Experimenting with Linear Patterns

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SWBAT explain initial amount, rate of change, linear patterns, and limits to domain and range through completing a hands on lab.

Big Idea

Use a hands on lab to understand linear patterns, initial amount, rate of change, and real limits to domain and range.

Bellringer Warm-up

10 minutes

I have a set rotation with bellringers, though this is flexible when I need to change the schedule.  Today is the Explore/ACT preparation day.  One day a week, all my classes practice three Explore or ACT questions in order to prepare them for this assessment that is taken as a junior and heavily weighed by in-state colleges for admission and scholarships.  I am including one of the Explore/ACT resources I have found online and use as question resources.  

New Activity

30 minutes

Wrapping up the Lesson

10 minutes

Wrapping up the lesson is really discussing all the properties and vocabulary of the experiment.  It is not easy to stop students as they are completing the lab and questions so the closing on this day is very important to help students make connections and consolidate all those connections into one unit organizer.  Important vocabulary to add to the organizer include (MP6):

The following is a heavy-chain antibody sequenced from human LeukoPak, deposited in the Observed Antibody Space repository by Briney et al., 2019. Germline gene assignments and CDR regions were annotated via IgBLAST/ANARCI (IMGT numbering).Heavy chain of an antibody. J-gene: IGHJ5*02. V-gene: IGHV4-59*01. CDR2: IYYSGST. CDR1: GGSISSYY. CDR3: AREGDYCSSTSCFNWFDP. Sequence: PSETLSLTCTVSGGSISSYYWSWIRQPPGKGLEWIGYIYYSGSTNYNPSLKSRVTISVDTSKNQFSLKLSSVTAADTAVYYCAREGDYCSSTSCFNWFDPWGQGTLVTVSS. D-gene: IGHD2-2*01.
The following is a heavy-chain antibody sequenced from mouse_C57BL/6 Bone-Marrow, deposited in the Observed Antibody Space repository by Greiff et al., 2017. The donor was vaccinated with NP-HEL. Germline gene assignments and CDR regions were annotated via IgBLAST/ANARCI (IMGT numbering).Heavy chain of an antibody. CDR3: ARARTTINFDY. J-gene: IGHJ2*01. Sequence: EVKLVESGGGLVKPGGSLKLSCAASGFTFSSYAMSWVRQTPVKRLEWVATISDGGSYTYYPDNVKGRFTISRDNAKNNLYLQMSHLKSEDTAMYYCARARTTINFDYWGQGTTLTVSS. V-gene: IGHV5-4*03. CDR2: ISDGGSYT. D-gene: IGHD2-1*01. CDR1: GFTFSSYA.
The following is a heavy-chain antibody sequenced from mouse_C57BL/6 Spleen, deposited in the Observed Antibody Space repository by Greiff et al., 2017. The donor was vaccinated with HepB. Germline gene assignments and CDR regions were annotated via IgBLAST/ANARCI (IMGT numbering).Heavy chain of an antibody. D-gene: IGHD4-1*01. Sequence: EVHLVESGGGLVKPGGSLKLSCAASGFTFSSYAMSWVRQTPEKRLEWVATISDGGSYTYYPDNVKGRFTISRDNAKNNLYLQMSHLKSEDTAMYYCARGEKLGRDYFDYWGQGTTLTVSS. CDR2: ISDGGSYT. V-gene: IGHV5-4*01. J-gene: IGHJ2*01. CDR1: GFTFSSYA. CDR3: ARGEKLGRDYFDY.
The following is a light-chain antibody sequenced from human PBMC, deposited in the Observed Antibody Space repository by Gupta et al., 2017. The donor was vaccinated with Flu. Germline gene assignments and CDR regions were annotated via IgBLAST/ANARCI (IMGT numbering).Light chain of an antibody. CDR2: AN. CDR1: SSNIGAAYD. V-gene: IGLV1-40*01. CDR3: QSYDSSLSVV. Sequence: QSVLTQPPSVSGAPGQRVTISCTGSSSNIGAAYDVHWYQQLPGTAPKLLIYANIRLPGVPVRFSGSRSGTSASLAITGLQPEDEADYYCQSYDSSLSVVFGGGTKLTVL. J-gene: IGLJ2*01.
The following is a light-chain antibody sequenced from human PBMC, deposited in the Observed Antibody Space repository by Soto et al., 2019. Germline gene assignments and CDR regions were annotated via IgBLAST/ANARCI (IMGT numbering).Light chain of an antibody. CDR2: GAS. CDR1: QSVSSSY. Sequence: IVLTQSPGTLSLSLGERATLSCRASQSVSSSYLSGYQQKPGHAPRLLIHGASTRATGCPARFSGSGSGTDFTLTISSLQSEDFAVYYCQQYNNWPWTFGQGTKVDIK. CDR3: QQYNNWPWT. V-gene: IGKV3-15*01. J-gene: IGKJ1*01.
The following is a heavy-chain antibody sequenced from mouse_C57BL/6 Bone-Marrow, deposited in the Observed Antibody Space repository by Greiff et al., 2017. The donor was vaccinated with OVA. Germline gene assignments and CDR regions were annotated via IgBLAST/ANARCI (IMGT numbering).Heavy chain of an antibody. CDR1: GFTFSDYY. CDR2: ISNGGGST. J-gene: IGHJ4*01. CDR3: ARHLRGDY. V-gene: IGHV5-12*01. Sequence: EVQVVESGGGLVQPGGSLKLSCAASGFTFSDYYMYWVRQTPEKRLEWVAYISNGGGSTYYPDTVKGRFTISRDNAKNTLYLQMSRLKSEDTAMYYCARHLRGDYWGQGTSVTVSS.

1. Initial amount (the beginning 60 ml of water)
  2. Rate of change with Scatter Plot and Line of Best Fit (increase in water as marbles are added and discuss why it might only be close to perfectly linear because of imperfections in marbles so this is really a scatter plot with strong linear correlation)
  3. Continuous graph (water moved vertically through all the decimal ml and whole ml of water continuously as it rose)
  4. Domain and Range (the realistic limits on number of marbles, domain, and height of the water range due to physical limitations)
  5. Independent and Dependent variables (the height depended on how many marbles were in the cylinder)

The Rosetta Stone organizer helps students understand the connection between several different vocabulary words that all mean the same thing just different names when we discuss different types of representations such as algebraic rule, graph, and application (example:  constant rate of change and slope or initial amount and y-intercept).